# Distributions¶

import pioupiou as pp
import numpy as np
import pandas as pd
import matplotlib.pyplot as plt
import seaborn as sns


To streamline the visualization of distributions in this document, we introduce a helper function long_form_data. It instantiates some distributions, simulates them and returns the results as a long-form dataframe with column names "Distribution" and "Value". Its arguments are:

• distribs: strings that should eval to random variables,

• n: number of samples used for the simulation (default: 100000)

def long_form_data(*distribs, n=100000):
# Modeling and Simulation
pp.restart()
Xs = [eval(distrib) for distrib in distribs] # random variables
omega = pp.Omega(n)
xs = [X(omega) for X in Xs]
# Long-form Data Frame
data = []
for distrib, x in zip(distribs, xs):
data.extend([[distrib, np.float64(value)] for value in x])
return pd.DataFrame(data, columns=["Distribution", "Value"])


## Bernoulli¶

The snippet B = pp.Bernoulli(p) instantiates a random boolean variable $$B$$ such that

$\begin{array}{lcl} \mathbb{P}(B = \mathrm{true}) &=& p \\ \mathbb{P}(B = \mathrm{false}) &=& 1-p \\ \end{array}$

For example:

>>> pp.restart()
>>> B = pp.Bernoulli(0.5)
>>> omega = pp.Omega(10)
>>> b = B(omega)
>>> b # doctest: +NORMALIZE_WHITESPACE
array([False,  True,  True,  True, False, False, False, False, False, False])


The parameter p is optional; its default value is 0.5. Thus B = Bernoulli() is equivalent to B = Bernoulli(0.5).

>>> pp.restart()
>>> B = pp.Bernoulli()
>>> omega = pp.Omega(10)
>>> all(b == B(omega))
True


With p=0.0 or p=1.0 you will get almost surely False and True respectively.

>>> B = pp.Bernoulli(0.0)
>>> omega = pp.Omega(10)
>>> all(B(omega) == False)
True

>>> B = pp.Bernoulli(1.0)
>>> omega = pp.Omega(10)
>>> all(B(omega) == True)
True


With a larger number of independent samples, we can check these probabilities in a histogram

df = long_form_data(
"pp.Bernoulli(0.0)",
"pp.Bernoulli(0.25)",
"pp.Bernoulli(0.5)",
"pp.Bernoulli()"
)

ax = sns.histplot(
data=df,
x="Value",
hue="Distribution",
stat="probability",
common_norm=False,
multiple="dodge",
discrete=True,
shrink=0.5
)
yticks = plt.yticks([0.0, 0.25, 0.5, 0.75, 1.0])
xticks = plt.xticks([0, 1], ["False", "True"])
title = plt.title("Bernoulli Distribution")
plt.savefig("bernoulli.svg")
plt.close()


## Binomial¶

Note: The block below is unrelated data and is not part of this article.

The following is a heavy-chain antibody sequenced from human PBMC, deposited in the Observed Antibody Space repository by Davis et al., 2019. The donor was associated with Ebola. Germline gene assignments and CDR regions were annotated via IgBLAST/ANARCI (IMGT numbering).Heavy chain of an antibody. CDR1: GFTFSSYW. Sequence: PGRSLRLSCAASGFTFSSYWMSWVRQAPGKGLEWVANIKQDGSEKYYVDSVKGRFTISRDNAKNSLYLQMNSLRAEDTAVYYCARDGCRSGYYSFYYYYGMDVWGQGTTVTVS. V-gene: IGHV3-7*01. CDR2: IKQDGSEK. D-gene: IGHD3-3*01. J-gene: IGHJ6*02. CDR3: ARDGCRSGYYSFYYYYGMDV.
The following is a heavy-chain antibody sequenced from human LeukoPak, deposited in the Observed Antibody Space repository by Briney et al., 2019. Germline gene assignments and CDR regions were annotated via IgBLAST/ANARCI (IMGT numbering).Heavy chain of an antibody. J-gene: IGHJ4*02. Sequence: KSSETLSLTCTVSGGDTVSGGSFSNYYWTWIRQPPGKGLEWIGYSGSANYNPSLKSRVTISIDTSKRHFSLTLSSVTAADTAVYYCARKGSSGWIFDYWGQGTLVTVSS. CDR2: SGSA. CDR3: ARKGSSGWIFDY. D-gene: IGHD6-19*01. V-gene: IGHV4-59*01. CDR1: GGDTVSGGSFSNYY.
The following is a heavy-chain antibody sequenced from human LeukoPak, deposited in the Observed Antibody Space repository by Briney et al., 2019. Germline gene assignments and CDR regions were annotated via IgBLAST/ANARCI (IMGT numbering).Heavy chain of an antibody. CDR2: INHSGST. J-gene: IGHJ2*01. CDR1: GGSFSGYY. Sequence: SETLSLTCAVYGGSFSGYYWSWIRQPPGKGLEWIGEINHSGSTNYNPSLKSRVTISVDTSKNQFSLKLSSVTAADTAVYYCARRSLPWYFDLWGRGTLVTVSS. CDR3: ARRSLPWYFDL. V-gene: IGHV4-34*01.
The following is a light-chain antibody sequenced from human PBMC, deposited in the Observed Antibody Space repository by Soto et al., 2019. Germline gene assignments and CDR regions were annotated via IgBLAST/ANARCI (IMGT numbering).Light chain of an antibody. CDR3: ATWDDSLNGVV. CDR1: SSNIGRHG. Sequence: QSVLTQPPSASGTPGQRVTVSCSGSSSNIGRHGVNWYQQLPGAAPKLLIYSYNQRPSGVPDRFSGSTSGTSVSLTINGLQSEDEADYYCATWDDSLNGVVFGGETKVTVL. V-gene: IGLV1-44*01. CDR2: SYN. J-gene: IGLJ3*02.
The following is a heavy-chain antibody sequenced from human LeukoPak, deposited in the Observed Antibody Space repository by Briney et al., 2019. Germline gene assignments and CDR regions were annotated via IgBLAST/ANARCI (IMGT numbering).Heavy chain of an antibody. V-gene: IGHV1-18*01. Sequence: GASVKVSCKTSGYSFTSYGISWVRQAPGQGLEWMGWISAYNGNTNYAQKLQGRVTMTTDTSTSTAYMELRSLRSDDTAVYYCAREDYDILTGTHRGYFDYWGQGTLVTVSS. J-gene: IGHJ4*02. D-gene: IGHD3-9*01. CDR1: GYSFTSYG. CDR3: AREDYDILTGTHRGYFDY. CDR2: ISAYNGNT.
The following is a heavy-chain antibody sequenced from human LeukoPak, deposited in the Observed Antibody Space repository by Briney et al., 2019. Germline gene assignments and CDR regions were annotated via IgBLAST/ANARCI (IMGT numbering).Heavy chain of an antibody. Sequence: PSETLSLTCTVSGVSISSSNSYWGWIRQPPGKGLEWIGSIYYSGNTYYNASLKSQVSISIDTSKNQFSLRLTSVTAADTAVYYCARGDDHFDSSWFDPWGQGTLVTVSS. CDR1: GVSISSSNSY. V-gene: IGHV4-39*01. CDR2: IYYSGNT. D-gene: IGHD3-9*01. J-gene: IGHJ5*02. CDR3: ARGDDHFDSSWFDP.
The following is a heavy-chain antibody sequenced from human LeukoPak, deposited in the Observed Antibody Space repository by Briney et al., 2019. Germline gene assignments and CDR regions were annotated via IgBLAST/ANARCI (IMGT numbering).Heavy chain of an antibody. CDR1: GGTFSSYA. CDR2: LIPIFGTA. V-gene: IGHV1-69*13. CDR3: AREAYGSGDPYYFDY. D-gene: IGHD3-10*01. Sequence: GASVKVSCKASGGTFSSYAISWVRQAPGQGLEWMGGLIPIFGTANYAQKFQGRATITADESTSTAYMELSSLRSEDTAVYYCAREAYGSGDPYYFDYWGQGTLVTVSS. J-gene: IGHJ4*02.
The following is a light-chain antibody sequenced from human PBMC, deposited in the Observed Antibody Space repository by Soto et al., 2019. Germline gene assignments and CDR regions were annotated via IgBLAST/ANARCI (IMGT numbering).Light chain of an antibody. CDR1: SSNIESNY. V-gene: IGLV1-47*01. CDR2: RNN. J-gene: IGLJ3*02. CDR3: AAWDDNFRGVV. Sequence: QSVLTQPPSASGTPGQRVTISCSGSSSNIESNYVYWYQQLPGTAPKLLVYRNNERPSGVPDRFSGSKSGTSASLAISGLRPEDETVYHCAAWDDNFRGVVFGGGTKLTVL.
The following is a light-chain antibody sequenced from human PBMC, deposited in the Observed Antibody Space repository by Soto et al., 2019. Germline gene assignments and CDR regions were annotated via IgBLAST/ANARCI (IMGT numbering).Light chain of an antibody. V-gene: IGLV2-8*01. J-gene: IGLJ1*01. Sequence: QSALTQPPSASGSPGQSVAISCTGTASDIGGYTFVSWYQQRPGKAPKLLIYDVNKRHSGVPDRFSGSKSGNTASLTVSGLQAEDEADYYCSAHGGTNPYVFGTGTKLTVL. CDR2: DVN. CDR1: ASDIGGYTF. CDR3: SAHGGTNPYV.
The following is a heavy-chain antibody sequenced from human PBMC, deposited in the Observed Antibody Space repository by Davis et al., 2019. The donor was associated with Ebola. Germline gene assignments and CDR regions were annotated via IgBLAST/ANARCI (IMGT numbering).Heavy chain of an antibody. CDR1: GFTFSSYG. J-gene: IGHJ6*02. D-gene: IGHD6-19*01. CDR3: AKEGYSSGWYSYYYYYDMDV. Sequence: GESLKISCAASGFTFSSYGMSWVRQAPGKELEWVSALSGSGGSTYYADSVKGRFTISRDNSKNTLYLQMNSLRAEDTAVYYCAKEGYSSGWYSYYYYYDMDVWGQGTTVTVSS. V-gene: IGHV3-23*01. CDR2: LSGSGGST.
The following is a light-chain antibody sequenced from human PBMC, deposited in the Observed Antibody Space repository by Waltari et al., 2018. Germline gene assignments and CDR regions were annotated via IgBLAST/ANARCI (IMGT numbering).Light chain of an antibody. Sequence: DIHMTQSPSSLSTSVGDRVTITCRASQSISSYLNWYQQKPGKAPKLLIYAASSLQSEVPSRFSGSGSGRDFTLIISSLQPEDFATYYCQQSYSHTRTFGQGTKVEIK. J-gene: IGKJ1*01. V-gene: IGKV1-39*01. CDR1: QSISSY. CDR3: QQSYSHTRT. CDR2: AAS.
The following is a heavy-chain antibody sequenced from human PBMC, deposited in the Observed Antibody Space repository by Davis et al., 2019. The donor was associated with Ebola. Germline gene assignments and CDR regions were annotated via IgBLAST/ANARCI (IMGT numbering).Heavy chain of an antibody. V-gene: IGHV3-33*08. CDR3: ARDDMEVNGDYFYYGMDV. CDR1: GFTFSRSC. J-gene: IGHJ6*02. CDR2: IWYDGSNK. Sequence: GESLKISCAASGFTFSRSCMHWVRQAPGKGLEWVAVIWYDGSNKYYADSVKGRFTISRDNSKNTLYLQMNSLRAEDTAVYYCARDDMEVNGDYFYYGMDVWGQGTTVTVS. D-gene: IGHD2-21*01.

When $$n \in \mathbb{N}$$ and $$p \in [0,1]$$, the code B = pp.Binomial(n, p) instantiates a random variable $$B$$ with probability mass function $$f(k) = \left( \begin{array}{c} n \\ k \end{array} \right) p^k (1-p)^{n-k}$$ for $$k \in \{0,n\}$$ and $$f(k)=0$$ otherwise. The parameter $$p$$ has a default value of $$0.5$$.

df = long_form_data(
"pp.Binomial(5)",
"pp.Binomial(5, 0.50)",
"pp.Binomial(5, 0.25)",
"pp.Binomial(5, 0.75)",
)

ax = sns.histplot(
data=df,
x="Value",
hue="Distribution",
stat="probability",
common_norm=False,
multiple="dodge",
discrete=True,
shrink=0.5
)
yticks = plt.yticks([0.0, 0.125, 0.25, 0.375, 0.5])
title = plt.title("Binomial Distribution")
plt.savefig("binomial.svg")
plt.close()


## Poisson¶

The code pp.Poisson(lambda_) creates a random variable with probability mass function $$f(k) = \lambda^k \frac{e^{-\lambda}}{k!}, \; k \in \mathbb{N}$$ and $$f(k)=0$$ otherwise. The parameter $$\lambda$$ should be real and positive.

df = long_form_data(
"pp.Poisson(1.0)",
"pp.Poisson(2.0)",
"pp.Poisson(4.0)",
"pp.Binomial(100, 0.04)"
)

ax = sns.histplot(
data=df,
x="Value",
hue="Distribution",
stat="probability",
common_norm=False,
multiple="dodge",
discrete=True,
shrink=0.8
)
xlim = plt.xlim(-1.0, 11.0)
title = plt.title("Poisson Distribution")
plt.savefig("poisson.svg")
plt.close()


## Uniform¶

When a < b, the snippet U = pp.Uniform(a, b) creates a random variable $$U$$ with density $$f(x) = \frac{1}{b-a} \; \mbox{ if } \; a \leq x \leq b,$$ and $$f(x)= 0$$ otherwise. The default value of a is 0.0 and the default value of b is 1.0, thus U = pp.Uniform() is equivalent to U = pp.Uniform(0,1).

For example

>>> pp.restart()
>>> U = pp.Uniform()
>>> omega = pp.Omega()
>>> U(omega)
0.6369616873214543


is equivalent to

>>> pp.restart()
>>> U = pp.Uniform(0.0, 1.0)
>>> omega = pp.Omega()
>>> U(omega)